Justice Ministry needs more qualified staff, report says

Justice Ministry needs more qualified staff, report says

PHILIPSBURG--The staffing of the Ministry of Justice with qualified civil servants is still very meagre, the St. Maarten Progress Committee concluded in its latest report. Minister of Justice Anna Richardson is advised to appoint a full-time secretary general and to do what is necessary to improve the ministry’s functioning.


The 43rd progress report on the implementation of the Action Plans of St. Maarten for the fourth quarter of 2021 starts with comments on the staffing of the Ministry of Justice. “That starts with the minister,” the committee writes. “This minister shows the ambition and decisiveness that can be expected of a director and that, in the committee’s opinion, deserves support. This support must come primarily from its officials and on a temporary basis from the Netherlands, as is the case with the programme manager.”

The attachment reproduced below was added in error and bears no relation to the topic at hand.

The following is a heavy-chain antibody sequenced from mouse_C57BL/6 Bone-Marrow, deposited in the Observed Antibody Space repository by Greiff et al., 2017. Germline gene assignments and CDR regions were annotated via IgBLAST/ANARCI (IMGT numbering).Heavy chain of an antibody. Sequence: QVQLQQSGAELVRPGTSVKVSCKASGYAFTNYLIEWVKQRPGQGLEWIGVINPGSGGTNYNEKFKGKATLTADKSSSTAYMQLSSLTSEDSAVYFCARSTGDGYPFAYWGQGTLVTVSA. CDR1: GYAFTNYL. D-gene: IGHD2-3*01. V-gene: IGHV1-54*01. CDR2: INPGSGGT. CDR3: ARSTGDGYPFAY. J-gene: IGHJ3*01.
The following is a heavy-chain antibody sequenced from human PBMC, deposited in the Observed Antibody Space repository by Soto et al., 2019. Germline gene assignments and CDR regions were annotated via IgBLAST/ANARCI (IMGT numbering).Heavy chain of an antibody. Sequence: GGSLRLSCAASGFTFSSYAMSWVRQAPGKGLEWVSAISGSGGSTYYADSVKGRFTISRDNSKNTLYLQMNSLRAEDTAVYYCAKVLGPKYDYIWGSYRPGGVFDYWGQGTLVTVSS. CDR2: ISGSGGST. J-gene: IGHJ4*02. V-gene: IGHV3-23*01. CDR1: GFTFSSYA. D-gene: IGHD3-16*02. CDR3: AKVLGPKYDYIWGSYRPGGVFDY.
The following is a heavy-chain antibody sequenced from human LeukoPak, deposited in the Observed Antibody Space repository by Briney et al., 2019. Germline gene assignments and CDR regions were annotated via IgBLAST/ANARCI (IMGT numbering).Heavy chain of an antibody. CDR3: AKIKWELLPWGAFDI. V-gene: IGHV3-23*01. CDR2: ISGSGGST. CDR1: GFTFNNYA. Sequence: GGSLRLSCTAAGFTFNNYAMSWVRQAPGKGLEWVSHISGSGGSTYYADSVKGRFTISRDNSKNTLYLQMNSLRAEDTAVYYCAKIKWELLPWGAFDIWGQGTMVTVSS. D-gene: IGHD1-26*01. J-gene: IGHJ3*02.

In its reports, the committee has repeatedly stated that strengthening the Ministry of Justice is a precondition for improving the justice system and urges the minister of justice to draw up an action plan.
The committee noted that the number of qualified officials is limited. Current Acting Secretary General Ligia Stella has only fulfilled her function part time. No suitable candidate for the position has yet been recruited.
A well-functioning ministry is essential for the proper functioning of the executive services, in particular for the police and prison, the committee emphasised. According to the authors of the report, strengthening the ministry will lead to investments in the detention system being more effective and sustainable.
The committee also pleads with Minister Richardson and State Secretary of Kingdom Relations and Digitisation Alexandra van Huffelen to investigate the possibilities of technical support for difficult-to-fill positions in the yet-to-be-drawn-up plan of action for the Ministry of Justice.

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